In the recent launch of the 2011 Humanitarian Appeal in Geneva, it has been pointed out that the amounts required for humanitarian assistance have increased in the last twelve months and will continue to do so over the next years, after reaching a record 9,7 billion USD in 2009. However, 2010 has also been the year with the lowest percentage of appeal requirements funded since 2005 (despite a record amount of humanitarian aid collected). Why is this happening? Is it just a consequence of the increase of the volume of aid?
In order to comment on this question, we should first remember that there has also been an increase in the prices of crucial commodities, such as fuel and food, which have seen their market value rise over the past decade; they actually tripled before a decline due to the economic crisis. This has happened due to both the supply side (such as low investments in agriculture, a series of droughts and an important devaluation of the dollar, in which many commodities are quoted) and demand side issues (an increase in population and a consequent rise in the demand from fast growing countries, principally in Asia, and an increasing demand for bio-fuels). Even after the decrease of prices following the crisis, their value remains very high compared to those at the beginning of the century, as shown from the graph. Moreover, fuel and food prices are closely linked since the cost of agricultural production rises with increases in the cost of transportation and fertilizers. Such increases are further driven by increases in demand for bio-fuels as crude oil supplies decrease (decreasing available land for agriculture).
What does this mean for aid and humanitarian response? First, since food is the top funded sector and is of vital importance in humanitarian contexts, an increase in the price of this commodity means higher funding requirement to meet the needs of the same population suffering from crises. The World Food Program claims, in fact, that more funds will be needed due to higher food import bills. Moreover, fuel makes it more expensive to deliver aid into regions of the world that are already often difficult to reach because they are landlocked and lack adequate infrastructure. I have tried to study the relationship between commodity prices and the volume of appeals from CAP appeal requirements, (total and food ones) over the past decade.
However this exercise did not produce significant results because the appeals differ year by year. I have therefore considered a sample of appeals for which we have time-series data from 2005 (Central African Republic, Cote d’Ivoire, occupied Palestinian Territory, Somalia, Uganda and West Africa). The total amount has been continuously increasing, also if in 2009 the yearly increase was lower compared to previous ones (from a 25% increase in 2008 to 17% in 2009). Despite this slight improvement (probably due to the lower commodity prices), as stated in the recent launch of the Humanitarian Appeal, things will get worse next year. But as the picture is complex, the issue will require further research.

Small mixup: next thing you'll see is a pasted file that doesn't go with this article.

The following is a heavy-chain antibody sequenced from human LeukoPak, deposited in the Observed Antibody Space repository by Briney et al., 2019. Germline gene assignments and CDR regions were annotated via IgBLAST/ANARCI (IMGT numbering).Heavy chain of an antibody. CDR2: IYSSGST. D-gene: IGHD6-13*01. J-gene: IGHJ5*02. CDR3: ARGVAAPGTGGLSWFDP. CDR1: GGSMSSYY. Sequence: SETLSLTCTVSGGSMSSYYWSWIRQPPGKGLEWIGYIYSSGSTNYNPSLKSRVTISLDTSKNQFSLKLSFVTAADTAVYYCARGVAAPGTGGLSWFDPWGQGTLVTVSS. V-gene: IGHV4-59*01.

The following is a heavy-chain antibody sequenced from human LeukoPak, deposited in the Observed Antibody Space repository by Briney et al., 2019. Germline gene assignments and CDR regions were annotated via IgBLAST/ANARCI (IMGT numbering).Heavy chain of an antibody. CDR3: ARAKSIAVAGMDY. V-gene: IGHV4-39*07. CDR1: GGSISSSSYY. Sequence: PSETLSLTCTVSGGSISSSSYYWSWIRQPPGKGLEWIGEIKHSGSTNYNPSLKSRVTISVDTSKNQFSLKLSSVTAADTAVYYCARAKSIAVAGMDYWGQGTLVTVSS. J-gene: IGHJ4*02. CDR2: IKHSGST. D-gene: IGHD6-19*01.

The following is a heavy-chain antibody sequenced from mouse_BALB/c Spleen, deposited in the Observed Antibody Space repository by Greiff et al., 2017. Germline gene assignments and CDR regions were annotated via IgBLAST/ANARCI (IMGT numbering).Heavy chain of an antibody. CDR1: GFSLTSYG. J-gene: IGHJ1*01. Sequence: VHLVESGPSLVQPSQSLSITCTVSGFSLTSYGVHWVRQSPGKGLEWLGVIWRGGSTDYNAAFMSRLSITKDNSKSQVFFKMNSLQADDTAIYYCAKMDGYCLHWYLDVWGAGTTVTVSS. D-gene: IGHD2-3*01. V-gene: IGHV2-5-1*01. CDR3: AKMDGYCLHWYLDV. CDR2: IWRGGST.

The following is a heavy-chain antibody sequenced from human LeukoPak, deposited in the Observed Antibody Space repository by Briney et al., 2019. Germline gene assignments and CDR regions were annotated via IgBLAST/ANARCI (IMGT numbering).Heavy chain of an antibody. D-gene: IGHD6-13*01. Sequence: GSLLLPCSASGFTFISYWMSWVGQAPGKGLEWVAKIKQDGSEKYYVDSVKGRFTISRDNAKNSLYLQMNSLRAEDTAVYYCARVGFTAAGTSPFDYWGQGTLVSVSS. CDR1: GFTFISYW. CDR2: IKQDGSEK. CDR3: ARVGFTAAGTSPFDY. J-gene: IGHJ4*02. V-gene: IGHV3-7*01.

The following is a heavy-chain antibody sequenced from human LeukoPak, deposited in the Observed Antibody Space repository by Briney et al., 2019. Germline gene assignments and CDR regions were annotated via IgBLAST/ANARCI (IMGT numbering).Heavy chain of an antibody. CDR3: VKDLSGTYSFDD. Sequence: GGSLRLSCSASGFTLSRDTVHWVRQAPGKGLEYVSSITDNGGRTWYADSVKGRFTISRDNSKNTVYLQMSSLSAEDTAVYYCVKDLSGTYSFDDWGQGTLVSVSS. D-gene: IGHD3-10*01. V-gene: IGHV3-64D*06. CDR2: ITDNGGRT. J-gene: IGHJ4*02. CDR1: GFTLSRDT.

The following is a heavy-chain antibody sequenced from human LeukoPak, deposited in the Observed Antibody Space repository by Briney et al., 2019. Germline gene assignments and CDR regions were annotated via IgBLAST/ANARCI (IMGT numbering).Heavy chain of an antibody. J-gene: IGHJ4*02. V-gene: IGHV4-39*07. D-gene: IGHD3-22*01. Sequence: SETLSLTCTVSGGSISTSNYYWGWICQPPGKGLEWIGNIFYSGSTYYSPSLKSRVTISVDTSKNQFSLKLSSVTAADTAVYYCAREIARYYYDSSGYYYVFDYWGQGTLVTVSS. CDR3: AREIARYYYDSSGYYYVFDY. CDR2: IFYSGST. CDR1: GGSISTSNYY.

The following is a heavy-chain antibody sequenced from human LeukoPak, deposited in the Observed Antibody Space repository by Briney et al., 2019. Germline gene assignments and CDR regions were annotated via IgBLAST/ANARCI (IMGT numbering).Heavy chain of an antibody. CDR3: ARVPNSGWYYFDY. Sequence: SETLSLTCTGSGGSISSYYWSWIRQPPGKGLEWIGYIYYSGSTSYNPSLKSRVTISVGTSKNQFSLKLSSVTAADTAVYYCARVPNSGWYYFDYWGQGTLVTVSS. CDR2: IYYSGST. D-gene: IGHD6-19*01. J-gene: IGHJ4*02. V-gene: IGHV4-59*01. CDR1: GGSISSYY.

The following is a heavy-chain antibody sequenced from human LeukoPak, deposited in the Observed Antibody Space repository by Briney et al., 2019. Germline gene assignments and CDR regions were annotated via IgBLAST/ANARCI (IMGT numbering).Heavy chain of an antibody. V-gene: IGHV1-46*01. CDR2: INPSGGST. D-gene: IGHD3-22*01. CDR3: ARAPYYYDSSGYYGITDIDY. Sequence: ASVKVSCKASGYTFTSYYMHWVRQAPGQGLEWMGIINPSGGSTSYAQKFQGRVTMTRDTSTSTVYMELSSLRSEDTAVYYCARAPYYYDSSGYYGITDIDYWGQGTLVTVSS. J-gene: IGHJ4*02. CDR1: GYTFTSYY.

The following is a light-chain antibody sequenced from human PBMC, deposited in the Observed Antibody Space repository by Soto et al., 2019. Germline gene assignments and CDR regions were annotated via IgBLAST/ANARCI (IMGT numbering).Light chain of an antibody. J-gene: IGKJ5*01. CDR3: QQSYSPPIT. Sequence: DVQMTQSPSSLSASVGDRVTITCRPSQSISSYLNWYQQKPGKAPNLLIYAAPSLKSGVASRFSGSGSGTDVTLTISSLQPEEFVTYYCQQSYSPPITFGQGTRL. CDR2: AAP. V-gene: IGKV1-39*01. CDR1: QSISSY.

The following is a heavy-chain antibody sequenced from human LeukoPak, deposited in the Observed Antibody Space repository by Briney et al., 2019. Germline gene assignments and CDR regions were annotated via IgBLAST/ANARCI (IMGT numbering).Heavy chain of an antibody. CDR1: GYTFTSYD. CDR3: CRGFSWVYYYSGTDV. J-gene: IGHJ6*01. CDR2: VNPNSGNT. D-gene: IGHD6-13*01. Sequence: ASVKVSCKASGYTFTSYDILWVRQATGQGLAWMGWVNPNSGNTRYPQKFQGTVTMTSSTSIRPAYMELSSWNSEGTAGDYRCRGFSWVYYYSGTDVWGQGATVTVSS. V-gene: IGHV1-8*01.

What solutions are possible to avoid major fluctuations? Many experts suggest a twofold reform, concerning both institutions and markets. It will be necessary to find adequate policies to make aid less expensive. Some institutions are starting to avoid importing food by stimulating and relocating food production in or close to emergency areas; agriculture counts is in fact for just 3,1% of total ODA, and could be helpful to link short and long term strategies regarding food insecurity. Yet it will also be necessary to avoid speculation in price determination and consequently in the availability of necessary goods to the poor and people in need (giving money instead of in-kind donations is also suggested as a better use of resources by many experts and institutions, such as the World Food Programme or Oxfam). Therefore a global effort is required to avoid a continuous increase of requirements, accompanied by a lower share of coverage that will harm who is more vulnerable and in need!